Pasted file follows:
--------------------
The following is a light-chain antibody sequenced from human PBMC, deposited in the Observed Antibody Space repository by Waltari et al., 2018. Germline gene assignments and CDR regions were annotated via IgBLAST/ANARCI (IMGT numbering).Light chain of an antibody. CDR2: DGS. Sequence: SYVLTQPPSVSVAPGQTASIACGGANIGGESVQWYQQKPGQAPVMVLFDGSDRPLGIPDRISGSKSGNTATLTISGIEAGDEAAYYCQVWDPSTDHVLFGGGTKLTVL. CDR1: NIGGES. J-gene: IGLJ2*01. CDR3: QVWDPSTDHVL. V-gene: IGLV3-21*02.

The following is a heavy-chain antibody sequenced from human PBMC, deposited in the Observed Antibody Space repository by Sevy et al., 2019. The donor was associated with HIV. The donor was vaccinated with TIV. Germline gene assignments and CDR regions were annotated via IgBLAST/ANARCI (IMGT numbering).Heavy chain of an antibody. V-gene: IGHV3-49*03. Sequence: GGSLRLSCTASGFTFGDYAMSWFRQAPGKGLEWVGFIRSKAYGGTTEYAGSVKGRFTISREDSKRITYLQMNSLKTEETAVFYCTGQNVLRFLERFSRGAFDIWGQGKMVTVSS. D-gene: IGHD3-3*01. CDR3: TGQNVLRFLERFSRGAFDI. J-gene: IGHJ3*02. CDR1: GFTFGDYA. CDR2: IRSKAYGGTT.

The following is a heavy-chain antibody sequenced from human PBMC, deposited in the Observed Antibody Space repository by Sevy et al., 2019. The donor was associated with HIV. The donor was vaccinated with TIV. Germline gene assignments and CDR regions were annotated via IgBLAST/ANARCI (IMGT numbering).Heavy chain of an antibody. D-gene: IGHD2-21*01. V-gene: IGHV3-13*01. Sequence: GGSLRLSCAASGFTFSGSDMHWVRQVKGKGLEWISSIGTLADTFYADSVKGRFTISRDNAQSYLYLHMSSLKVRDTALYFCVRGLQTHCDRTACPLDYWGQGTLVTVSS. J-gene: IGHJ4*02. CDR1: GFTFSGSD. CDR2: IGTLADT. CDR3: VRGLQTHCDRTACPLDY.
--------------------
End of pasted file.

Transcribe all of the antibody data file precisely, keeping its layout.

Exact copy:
The following is a light-chain antibody sequenced from human PBMC, deposited in the Observed Antibody Space repository by Waltari et al., 2018. Germline gene assignments and CDR regions were annotated via IgBLAST/ANARCI (IMGT numbering).Light chain of an antibody. CDR2: DGS. Sequence: SYVLTQPPSVSVAPGQTASIACGGANIGGESVQWYQQKPGQAPVMVLFDGSDRPLGIPDRISGSKSGNTATLTISGIEAGDEAAYYCQVWDPSTDHVLFGGGTKLTVL. CDR1: NIGGES. J-gene: IGLJ2*01. CDR3: QVWDPSTDHVL. V-gene: IGLV3-21*02.

The following is a heavy-chain antibody sequenced from human PBMC, deposited in the Observed Antibody Space repository by Sevy et al., 2019. The donor was associated with HIV. The donor was vaccinated with TIV. Germline gene assignments and CDR regions were annotated via IgBLAST/ANARCI (IMGT numbering).Heavy chain of an antibody. V-gene: IGHV3-49*03. Sequence: GGSLRLSCTASGFTFGDYAMSWFRQAPGKGLEWVGFIRSKAYGGTTEYAGSVKGRFTISREDSKRITYLQMNSLKTEETAVFYCTGQNVLRFLERFSRGAFDIWGQGKMVTVSS. D-gene: IGHD3-3*01. CDR3: TGQNVLRFLERFSRGAFDI. J-gene: IGHJ3*02. CDR1: GFTFGDYA. CDR2: IRSKAYGGTT.

The following is a heavy-chain antibody sequenced from human PBMC, deposited in the Observed Antibody Space repository by Sevy et al., 2019. The donor was associated with HIV. The donor was vaccinated with TIV. Germline gene assignments and CDR regions were annotated via IgBLAST/ANARCI (IMGT numbering).Heavy chain of an antibody. D-gene: IGHD2-21*01. V-gene: IGHV3-13*01. Sequence: GGSLRLSCAASGFTFSGSDMHWVRQVKGKGLEWISSIGTLADTFYADSVKGRFTISRDNAQSYLYLHMSSLKVRDTALYFCVRGLQTHCDRTACPLDYWGQGTLVTVSS. J-gene: IGHJ4*02. CDR1: GFTFSGSD. CDR2: IGTLADT. CDR3: VRGLQTHCDRTACPLDY.